AirAsia X Bhd (AAX), the long-haul arm of low-cost carrier AirAsia Group Bhd, has finalised its order of 100 A330neo long-haul wide-body passenger jets for US$30bil (RM122bil) from European planemaker Airbus – a deal that the low-cost carrier had been deliberating over the past couple of years.
AirAsia Group chief executive officer (CEO) and AAX co-group CEO Tan Sri Tony Fernandes said the new aircraft would replace its existing ageing fleet and provide better cost savings.
“We’re looking at 14% savings in fuel, about 5% savings in maintenance and a variety of savings here and there. This will bring total savings in costs of about 11% and 12%,” he said at a media briefing.
Fernandes said AAX would receive delivery of the first batch of planes by the third quarter of next year.
“We’re looking at taking delivery of three planes next year. These will be exclusive to our Malaysian operations.
“The following year, we’ll be getting six planes that will be going to Thailand, Indonesia and Malaysia. Then in 2021, we’re looking at delivery of 10 aircraft.”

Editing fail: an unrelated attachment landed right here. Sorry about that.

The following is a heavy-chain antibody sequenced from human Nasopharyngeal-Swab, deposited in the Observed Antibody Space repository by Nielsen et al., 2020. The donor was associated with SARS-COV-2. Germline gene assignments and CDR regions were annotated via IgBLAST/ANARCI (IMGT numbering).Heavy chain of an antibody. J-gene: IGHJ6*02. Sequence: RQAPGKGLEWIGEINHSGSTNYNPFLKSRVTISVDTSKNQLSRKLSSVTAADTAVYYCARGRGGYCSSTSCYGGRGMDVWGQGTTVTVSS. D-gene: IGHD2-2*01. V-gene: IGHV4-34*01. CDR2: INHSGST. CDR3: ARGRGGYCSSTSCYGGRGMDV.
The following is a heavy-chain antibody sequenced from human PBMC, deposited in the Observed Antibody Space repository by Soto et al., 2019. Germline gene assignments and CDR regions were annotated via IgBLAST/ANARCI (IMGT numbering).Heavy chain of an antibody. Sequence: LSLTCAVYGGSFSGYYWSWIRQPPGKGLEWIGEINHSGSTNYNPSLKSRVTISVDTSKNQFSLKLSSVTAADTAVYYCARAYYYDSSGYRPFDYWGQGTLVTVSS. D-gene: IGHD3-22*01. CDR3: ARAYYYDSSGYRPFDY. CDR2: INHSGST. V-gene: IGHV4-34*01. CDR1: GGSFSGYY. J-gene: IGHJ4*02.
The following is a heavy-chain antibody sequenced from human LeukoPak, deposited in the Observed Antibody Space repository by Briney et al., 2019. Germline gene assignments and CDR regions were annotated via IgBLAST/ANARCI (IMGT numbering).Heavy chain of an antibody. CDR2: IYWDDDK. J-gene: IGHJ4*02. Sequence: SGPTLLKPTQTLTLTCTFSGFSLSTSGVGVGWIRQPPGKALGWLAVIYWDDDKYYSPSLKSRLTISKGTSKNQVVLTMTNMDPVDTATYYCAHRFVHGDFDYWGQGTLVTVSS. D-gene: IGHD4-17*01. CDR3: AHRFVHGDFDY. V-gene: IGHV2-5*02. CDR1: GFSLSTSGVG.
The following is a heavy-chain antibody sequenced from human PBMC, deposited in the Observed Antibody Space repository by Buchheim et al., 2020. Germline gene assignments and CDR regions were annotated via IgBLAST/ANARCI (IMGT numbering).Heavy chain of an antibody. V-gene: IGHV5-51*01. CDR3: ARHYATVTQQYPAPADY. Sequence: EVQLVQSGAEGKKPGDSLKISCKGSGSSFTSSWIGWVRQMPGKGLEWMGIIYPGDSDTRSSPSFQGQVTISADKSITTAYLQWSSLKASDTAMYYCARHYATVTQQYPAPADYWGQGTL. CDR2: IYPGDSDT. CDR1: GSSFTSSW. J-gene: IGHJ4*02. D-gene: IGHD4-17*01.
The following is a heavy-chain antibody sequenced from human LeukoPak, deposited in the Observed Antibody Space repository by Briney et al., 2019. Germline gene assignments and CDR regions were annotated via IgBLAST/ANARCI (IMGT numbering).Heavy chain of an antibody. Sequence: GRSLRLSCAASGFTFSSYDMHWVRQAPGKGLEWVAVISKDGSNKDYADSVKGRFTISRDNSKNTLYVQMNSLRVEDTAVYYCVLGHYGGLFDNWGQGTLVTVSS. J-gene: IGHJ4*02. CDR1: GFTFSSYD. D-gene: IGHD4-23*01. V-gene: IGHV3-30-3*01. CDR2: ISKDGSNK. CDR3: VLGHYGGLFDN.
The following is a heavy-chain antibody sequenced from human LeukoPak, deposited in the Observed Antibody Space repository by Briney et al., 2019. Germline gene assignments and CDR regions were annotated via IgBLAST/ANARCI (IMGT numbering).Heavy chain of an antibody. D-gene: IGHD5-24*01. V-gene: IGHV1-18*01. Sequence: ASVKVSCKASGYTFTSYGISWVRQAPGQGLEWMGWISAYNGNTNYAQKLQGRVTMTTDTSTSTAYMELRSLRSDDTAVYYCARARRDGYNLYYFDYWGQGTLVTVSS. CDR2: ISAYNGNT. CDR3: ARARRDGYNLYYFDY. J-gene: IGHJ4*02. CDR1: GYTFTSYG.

All the A330neo aircraft ordered by AAX are the larger A330-900 model. AAX will be the first airline in Asia to operate the aircraft.
The A330neo is the latest version of the twin-aisle A330 family. It incorporates new generation Rolls-Royce Trent 7000 engines, a new optimised wing and increased use of lighter composite materials. Together, these advances bring a reduction in fuel consumption of 25% compared with older generation aircraft of similar size.
With the new aircraft, Fernandes said AAX would be able to make long-haul trips to destinations such as London, which it had scrapped back in 2012.
“The new aircraft allows us to go to places like Brazil, Namibia and London.”
When asked if the low-cost carrier had plans to relaunch its London route, Fernandes said: “We’re not announcing that we’re launching flights to London, but with these new planes, it would be possible.”
Apart from Airbus, Fernandes said the low-cost carrier was also in talks with Boeing, revealing that AAX “came close” to reaching a deal with the latter.
“We’ve had lots of years of analysis. But after two years, we’ve decided to go with Airbus. There were a lot of discussions.”
Fernandes said the deal with Airbus would help to bolster AAX’s business model further.
“We’ve been looking at the AAX model for the last 12 months and we’ve been working on how to make the model stronger. As strong, if not stronger, than AirAsia.
“AAX has had a chequered past, so over the last 12 months, we’ve been focusing on getting the model right. We have tremendous confidence in the future of AAX,” Fernandes said.